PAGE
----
The service industry comprises more than two-thirds of the nation's employment, which might make you wonder: "How much do hotel sales managers make?" A hotel sales manager must sell the use of a hotel's rooms, conference facilities and meeting spaces. These managers' salaries vary depending on the type of hotel they work in, the hotel's location, the individual's education and the amount of experience they have in the field.
How Much Do Hotel Sales Managers Make?
Factors Influencing a Sales Manager's Salary
The range of potential salaries for a sales manager rests heavily on the many factors that can influence a hotel's operation. Factors regarding the hotel, the manager and the sales manager's job duties affect how much a sales manager earns.
A hotel owned by a corporate hotel chain will usually have larger financial reserves than a franchise or boutique hotel. Corporate-owned hotels typically have more rooms to sell and may also have conference facilities, creating more work for sales managers. Combined, these two factors often mean that sales managers working for corporate-owned hotels earn higher incomes.
A city that regularly attracts tourists or convention attendees can place a high demand on local hotels. Sales managers working in hotels in these locations may earn higher incomes because they have to work harder; however, in some instances the hotel's location becomes a double-edged sword. If the hotel's space easily sells itself, there may be less work for the sales manager to do, which could result in a lower salary.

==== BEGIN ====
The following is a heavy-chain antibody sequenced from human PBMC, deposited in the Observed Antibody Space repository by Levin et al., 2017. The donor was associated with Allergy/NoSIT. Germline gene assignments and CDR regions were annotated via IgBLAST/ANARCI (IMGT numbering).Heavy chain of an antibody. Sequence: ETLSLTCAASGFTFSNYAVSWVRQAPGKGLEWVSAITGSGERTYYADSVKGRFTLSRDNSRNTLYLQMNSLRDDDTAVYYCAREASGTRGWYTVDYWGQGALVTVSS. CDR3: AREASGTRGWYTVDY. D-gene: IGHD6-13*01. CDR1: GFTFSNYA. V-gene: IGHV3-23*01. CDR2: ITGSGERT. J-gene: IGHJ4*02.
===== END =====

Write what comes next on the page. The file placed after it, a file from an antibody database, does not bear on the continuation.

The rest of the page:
Size of Hotel
A sales manager must work harder to sell all available spaces in a hotel with a large number of rooms, conference facilities and meeting areas available for public use. In general, sales managers working in large hotels earn higher salaries because they have more space to sell.
The majority of sales managers have at least an associate's degree in marketing, business, public relations, hotel management or hospitality. Lacking a degree will not prevent you from working in the field, but it may take longer to receive a promotion. Managers with graduate degrees in hospitality or business management earn more because of their advanced knowledge.
Most hotels promote existing sales staff to the position of manager, and therefore most managers begin as general salespersons. While every hotel prefers a different amount of experience, most individuals work an average of three years as a general salesperson before being promoted to manager. A sales manager who has worked in the field for an extended period of time will earn more to reflect their experience.
Impact of Job Duties on Salary
Sometimes, particularly in smaller or boutique hotels, a sales manager's role may be combined with another managerial position. In these hotels, it is not unusual for sales managers to manage a hotel's general operations, catering or marketing departments. PayScale notes the following sales-related management roles within the hotel industry.
Hotel General Managers
General Managers establish and implement general rules for a hotel and oversee its daily operation. They earn $38,000 to $100,000 per year, depending on the size of the hotel.
Catering Sales Managers
These managers sell the hotel's food and beverage services. They often create menus and supervise events hosted in the hotel, such as weddings or meetings. These managers earn an average of $40,000 per year.
Directors of Sales and Marketing
These managers must sell the use of the hotel's space, while also managing the hotel's advertising and public relations. They earn approximately $69,000 per year.
A sales manger performing multiple managerial duties does not earn the income for each position. Instead, they usually earn slightly more than the highest paying of the two.
Working as a Hotel Sales Manager
The question: "How much do hotel sales managers make?" is difficult to answer because of the impact that location, hotel size and varying roles have on their salaries. Without sales, a hotel cannot survive, and because of this salespersons and managers function as the lifeblood of both small and large hotels, generally earning a comfortable salary.